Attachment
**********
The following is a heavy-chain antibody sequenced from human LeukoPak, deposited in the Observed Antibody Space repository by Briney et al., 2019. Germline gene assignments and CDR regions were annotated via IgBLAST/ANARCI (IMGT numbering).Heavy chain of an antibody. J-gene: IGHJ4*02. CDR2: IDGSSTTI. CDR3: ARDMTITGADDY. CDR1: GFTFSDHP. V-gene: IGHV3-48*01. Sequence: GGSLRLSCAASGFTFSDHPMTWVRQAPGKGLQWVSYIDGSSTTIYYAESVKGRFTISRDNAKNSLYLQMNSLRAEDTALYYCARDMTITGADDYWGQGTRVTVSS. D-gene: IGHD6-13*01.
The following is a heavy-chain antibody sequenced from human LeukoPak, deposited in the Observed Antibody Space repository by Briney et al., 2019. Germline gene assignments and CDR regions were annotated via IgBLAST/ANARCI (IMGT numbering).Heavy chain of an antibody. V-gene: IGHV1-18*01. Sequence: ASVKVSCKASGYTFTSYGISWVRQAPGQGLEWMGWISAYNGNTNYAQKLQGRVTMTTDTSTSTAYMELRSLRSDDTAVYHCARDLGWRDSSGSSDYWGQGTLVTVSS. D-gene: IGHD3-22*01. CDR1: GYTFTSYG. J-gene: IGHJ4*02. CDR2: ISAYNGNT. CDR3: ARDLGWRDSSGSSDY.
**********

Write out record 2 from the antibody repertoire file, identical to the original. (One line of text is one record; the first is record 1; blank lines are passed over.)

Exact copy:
The following is a heavy-chain antibody sequenced from human LeukoPak, deposited in the Observed Antibody Space repository by Briney et al., 2019. Germline gene assignments and CDR regions were annotated via IgBLAST/ANARCI (IMGT numbering).Heavy chain of an antibody. V-gene: IGHV1-18*01. Sequence: ASVKVSCKASGYTFTSYGISWVRQAPGQGLEWMGWISAYNGNTNYAQKLQGRVTMTTDTSTSTAYMELRSLRSDDTAVYHCARDLGWRDSSGSSDYWGQGTLVTVSS. D-gene: IGHD3-22*01. CDR1: GYTFTSYG. J-gene: IGHJ4*02. CDR2: ISAYNGNT. CDR3: ARDLGWRDSSGSSDY.